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The five major world religions - John Bellaimey

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It's perfectly human to grapple with questions, like ‘Where do we come from?’ and ‘How do I live a life of meaning?’ These existential questions are central to the five major world religions -- and that’s not all that connects these faiths. John Bellaimey explains the intertwined histories and cultures of Hinduism, Judaism, Buddhism, Christianity and Islam.

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HINDUISM Children in India are often given comic books describing the lives of the saints and gods. Take a look at one of these and think about the obstacle faced by the protagonist and what spiritual resources were required to overcome it.
ISLAM Much of the beauty of the Qur'an comes in its poetry. To appreciate Arabic poetry is difficult for the non-speaker. Investigate the meanings of the following expressions and tell what each one means, literally and symbolically:
"Seal of the Prophets"
"Sun" Letters and "Moon" Letters
Men are known as Abu (Father of) and women as Umm (Mother of)
Arabic words are all based on three (sometimes four) letter roots, so S-L-M is the root of Muslim, Salaam, Islam, and other words
What are the Greater Jihad and the Lesser Jihad and why might most non-Muslims be surprised to learn which is which?
CHRISTIANITY See if you can identify the symbols used in a stained glass window like the one shown here. Each symbol designates a person or religious idea in Christianity, and these symbols were long used to educate people who could not read. For example, the lion refers to St. Mark, the key refers to St. Peter, and a blue veil to Mary, the mother of Jesus.
BUDDHISM Find out what the eight spokes are in the Buddhist wheel symbol. Each stands for part of the eightfold path. Make a model or drawing of the wheel, and explain to the class in simple terms what kind of thing a person learns in practicing each of the eight things. Go on to imagine what the space in the center of the wheel symbolizes, and what the circle around the wheel symbolizes.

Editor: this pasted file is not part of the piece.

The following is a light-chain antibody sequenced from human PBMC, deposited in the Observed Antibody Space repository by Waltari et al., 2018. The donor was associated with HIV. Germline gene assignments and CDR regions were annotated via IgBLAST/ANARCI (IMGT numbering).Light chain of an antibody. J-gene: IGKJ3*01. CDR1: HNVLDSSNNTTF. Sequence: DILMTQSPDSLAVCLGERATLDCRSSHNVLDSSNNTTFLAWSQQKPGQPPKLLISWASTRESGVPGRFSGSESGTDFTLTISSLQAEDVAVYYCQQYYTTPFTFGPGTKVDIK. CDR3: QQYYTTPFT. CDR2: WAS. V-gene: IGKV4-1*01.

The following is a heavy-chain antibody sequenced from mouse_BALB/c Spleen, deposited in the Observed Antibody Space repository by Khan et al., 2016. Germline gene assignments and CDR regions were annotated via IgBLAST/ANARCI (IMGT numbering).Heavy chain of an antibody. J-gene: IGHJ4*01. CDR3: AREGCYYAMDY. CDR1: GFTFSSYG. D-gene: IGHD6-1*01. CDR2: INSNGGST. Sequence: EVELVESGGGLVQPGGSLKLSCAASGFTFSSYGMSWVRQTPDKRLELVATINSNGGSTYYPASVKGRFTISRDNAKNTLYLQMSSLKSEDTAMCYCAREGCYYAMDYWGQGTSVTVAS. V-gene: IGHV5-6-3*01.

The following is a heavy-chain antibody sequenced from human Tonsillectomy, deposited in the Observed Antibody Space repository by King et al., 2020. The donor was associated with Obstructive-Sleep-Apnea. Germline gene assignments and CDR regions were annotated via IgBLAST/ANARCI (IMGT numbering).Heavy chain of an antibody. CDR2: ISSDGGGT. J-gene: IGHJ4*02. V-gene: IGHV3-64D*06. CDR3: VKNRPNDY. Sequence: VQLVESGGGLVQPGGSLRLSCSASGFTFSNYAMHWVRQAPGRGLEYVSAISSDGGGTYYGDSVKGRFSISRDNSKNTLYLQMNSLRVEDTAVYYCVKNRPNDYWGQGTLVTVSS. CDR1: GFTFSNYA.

JUDAISM It has been said that Judaism is a civilization of people who seek to make everything in life sacred. "Sacred" does not JUST mean "holy" or "religious." It means "set apart," or "especially revered." Find some sacred objects in your school or classroom, and take pictures of them. Report back to the class about why the objects are "sacred." For example, the teacher's grade-book is very significant and symbolizes the judging power of a teacher to give good grades. The clock may be sacred, because everyone obeys it without question. A certain precious picture or work of art may be set apart in memory of someone who has died.
Religion is an integral part of our culture. But where did it come from, and what is its nature? History, anthropology, archaeology and a few other interesting branches of science have gathered enough evidence to help us gain an understanding into the evolution of this "phenomenon."
When Lesley Hazleton was writing a biography of Muhammad, she was struck by something: The night he received the revelation of the Koran, according to early accounts, his first reaction was doubt, awe, even fear. And yet this experience became the bedrock of his belief. Hazleton calls for a new appreciation of doubt and questioning as the foundation of faith — and an end to fundamentalism of all kinds.
Speaking at the most recent EG conference, author, philosopher, prankster and journalist A.J. Jacobs talks about the year he spent living biblically — following the rules in the Bible as literally as possible.
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All five of the major world religions in the lesson have a basic reason or two that encourages a person to be good. Whether to find enlightenment (Buddhism), escape reincarnation (Hinduism), enjoy paradise (Christianity and Islam) or find meaning and fulfillment in life (Judaism), all religions promote ethics as a better way to live.
11/13/2013 • 
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